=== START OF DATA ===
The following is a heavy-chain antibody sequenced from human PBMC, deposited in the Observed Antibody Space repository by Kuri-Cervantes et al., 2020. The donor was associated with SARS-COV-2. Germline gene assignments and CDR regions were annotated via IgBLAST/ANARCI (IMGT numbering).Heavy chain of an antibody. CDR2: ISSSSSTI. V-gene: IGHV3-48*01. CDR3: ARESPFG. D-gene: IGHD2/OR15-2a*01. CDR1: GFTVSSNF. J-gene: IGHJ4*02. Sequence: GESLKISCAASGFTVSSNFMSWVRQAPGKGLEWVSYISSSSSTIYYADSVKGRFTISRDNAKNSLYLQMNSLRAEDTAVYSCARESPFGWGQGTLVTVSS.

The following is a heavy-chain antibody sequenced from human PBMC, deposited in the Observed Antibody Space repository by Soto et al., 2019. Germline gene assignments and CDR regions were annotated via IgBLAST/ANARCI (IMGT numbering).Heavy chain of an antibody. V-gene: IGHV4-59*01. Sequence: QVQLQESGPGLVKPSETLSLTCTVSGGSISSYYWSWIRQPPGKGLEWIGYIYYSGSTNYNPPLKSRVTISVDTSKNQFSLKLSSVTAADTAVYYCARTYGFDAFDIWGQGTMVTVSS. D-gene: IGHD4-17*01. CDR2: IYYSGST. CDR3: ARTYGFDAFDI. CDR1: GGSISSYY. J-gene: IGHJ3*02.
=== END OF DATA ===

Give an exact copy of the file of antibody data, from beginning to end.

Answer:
The following is a heavy-chain antibody sequenced from human PBMC, deposited in the Observed Antibody Space repository by Kuri-Cervantes et al., 2020. The donor was associated with SARS-COV-2. Germline gene assignments and CDR regions were annotated via IgBLAST/ANARCI (IMGT numbering).Heavy chain of an antibody. CDR2: ISSSSSTI. V-gene: IGHV3-48*01. CDR3: ARESPFG. D-gene: IGHD2/OR15-2a*01. CDR1: GFTVSSNF. J-gene: IGHJ4*02. Sequence: GESLKISCAASGFTVSSNFMSWVRQAPGKGLEWVSYISSSSSTIYYADSVKGRFTISRDNAKNSLYLQMNSLRAEDTAVYSCARESPFGWGQGTLVTVSS.

The following is a heavy-chain antibody sequenced from human PBMC, deposited in the Observed Antibody Space repository by Soto et al., 2019. Germline gene assignments and CDR regions were annotated via IgBLAST/ANARCI (IMGT numbering).Heavy chain of an antibody. V-gene: IGHV4-59*01. Sequence: QVQLQESGPGLVKPSETLSLTCTVSGGSISSYYWSWIRQPPGKGLEWIGYIYYSGSTNYNPPLKSRVTISVDTSKNQFSLKLSSVTAADTAVYYCARTYGFDAFDIWGQGTMVTVSS. D-gene: IGHD4-17*01. CDR2: IYYSGST. CDR3: ARTYGFDAFDI. CDR1: GGSISSYY. J-gene: IGHJ3*02.